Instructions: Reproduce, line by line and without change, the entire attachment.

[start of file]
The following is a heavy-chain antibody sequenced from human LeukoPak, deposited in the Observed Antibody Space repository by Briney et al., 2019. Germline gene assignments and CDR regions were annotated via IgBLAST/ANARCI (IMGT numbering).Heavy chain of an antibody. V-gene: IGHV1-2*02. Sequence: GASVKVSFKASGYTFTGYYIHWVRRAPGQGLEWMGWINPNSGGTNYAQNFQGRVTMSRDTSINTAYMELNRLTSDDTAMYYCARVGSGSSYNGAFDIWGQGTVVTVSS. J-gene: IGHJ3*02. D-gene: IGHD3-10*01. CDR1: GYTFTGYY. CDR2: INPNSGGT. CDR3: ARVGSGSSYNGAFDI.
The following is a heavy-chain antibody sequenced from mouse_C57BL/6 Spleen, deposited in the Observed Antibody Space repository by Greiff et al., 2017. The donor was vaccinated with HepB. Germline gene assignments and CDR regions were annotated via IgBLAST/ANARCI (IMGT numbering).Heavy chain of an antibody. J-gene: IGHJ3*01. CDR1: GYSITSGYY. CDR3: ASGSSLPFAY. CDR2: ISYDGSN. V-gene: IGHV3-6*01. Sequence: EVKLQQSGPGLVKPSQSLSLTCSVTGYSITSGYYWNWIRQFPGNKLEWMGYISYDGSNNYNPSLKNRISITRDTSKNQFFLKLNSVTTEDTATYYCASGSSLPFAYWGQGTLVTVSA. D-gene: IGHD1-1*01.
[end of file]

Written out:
The following is a heavy-chain antibody sequenced from human LeukoPak, deposited in the Observed Antibody Space repository by Briney et al., 2019. Germline gene assignments and CDR regions were annotated via IgBLAST/ANARCI (IMGT numbering).Heavy chain of an antibody. V-gene: IGHV1-2*02. Sequence: GASVKVSFKASGYTFTGYYIHWVRRAPGQGLEWMGWINPNSGGTNYAQNFQGRVTMSRDTSINTAYMELNRLTSDDTAMYYCARVGSGSSYNGAFDIWGQGTVVTVSS. J-gene: IGHJ3*02. D-gene: IGHD3-10*01. CDR1: GYTFTGYY. CDR2: INPNSGGT. CDR3: ARVGSGSSYNGAFDI.
The following is a heavy-chain antibody sequenced from mouse_C57BL/6 Spleen, deposited in the Observed Antibody Space repository by Greiff et al., 2017. The donor was vaccinated with HepB. Germline gene assignments and CDR regions were annotated via IgBLAST/ANARCI (IMGT numbering).Heavy chain of an antibody. J-gene: IGHJ3*01. CDR1: GYSITSGYY. CDR3: ASGSSLPFAY. CDR2: ISYDGSN. V-gene: IGHV3-6*01. Sequence: EVKLQQSGPGLVKPSQSLSLTCSVTGYSITSGYYWNWIRQFPGNKLEWMGYISYDGSNNYNPSLKNRISITRDTSKNQFFLKLNSVTTEDTATYYCASGSSLPFAYWGQGTLVTVSA. D-gene: IGHD1-1*01.